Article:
These spices are different. Paprika is the sweet cousin of Kashmiri chilli specific to western cuisine. Kashmiri chilli popular in Indian cuisine and is hotter than paprika.

Place the Kashmiri chilli under the sun for two days. When the chillies turn crispy, grind them in a food mill. Cool down the powder and store it in an airtight jar.

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Proudly Australian owned – serving customers since 1997

Copyright © 2023 The Spice People. All Rights Reserved.

Country Flavours

This subtle and artful balance provides the perfect flavour foundation for creating the best Malaysian food with the addition of salty hits from dried anchovies and shrimp, up to ten different soy sauces ranging from salty to sweet, puckering sourness from tamarind pulp, and sweetness from palm sugar and coconut milk. Cook your own authentic Malaysian Cuisine with our Malaysian spices online and explore our catalogue of beautiful recipes you can make with this spice blend.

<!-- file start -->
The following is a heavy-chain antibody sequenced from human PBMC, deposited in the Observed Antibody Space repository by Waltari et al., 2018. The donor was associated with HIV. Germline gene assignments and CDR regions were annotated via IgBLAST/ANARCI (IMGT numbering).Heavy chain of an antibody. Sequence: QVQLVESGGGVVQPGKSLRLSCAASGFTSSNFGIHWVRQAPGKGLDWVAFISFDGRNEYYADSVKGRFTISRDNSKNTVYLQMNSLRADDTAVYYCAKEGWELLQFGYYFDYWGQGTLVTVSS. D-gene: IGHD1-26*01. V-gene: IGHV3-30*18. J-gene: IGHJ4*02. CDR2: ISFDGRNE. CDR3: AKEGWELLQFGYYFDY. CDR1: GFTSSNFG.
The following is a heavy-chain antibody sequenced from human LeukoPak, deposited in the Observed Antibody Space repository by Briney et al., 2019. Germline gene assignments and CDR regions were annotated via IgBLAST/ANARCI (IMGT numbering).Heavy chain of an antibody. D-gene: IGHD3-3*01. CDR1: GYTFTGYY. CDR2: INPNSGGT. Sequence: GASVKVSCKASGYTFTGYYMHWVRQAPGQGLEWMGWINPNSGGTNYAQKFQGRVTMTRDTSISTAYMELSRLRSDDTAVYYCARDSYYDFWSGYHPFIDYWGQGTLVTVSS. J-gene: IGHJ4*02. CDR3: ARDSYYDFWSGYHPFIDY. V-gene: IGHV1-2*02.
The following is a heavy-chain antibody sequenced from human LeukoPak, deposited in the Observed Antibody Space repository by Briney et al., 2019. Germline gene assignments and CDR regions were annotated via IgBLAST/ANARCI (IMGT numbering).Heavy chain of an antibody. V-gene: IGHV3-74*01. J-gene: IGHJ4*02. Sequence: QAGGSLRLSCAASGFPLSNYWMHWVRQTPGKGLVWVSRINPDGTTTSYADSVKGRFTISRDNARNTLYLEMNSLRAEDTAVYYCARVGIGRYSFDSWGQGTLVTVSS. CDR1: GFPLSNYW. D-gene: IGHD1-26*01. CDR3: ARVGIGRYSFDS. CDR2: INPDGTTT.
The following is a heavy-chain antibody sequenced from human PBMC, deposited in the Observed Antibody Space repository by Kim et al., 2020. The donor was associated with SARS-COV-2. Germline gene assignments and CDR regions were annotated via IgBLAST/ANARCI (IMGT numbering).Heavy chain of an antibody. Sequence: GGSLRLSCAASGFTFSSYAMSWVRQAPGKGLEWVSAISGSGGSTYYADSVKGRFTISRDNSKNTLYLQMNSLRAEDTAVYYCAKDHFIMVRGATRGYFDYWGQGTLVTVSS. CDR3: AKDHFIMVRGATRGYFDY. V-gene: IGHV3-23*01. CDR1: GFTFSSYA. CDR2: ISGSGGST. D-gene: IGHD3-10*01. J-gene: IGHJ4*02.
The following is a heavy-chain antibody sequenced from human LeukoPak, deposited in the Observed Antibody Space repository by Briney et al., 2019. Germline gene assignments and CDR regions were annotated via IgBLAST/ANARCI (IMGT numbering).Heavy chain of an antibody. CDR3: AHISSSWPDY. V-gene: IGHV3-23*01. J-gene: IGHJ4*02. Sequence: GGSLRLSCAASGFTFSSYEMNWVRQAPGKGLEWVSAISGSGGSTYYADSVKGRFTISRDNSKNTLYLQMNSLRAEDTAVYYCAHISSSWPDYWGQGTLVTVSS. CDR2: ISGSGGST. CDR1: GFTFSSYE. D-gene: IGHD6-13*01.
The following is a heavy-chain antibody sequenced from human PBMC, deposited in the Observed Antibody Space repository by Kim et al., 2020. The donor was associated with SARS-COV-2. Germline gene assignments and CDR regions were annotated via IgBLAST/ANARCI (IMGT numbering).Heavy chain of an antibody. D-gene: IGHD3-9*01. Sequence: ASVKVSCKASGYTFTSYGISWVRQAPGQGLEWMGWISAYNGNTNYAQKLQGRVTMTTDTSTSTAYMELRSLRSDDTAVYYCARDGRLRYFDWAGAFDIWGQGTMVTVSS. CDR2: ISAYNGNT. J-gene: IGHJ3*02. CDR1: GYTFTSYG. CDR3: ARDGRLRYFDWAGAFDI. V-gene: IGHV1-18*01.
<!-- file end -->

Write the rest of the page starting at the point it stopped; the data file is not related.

History & influences

Arab traders brought spices from the Middle East, European and British travellers introduced produce like peanuts, pineapple, avocado, tomato, squash and pumpkin. During their time on the Malay Peninsula, the Chinese developed a distinctive cuisine known as ‘Nonya’, resulting from blending Chinese recipes and wok cooking techniques with spices and ingredients used by the local Malay community. The dishes are tangy, aromatic, spicy and herbaceous, and the signature dish is none other than Malaysia’s famous spiced noodle soup – Laksa.

What is Malaysian cuisine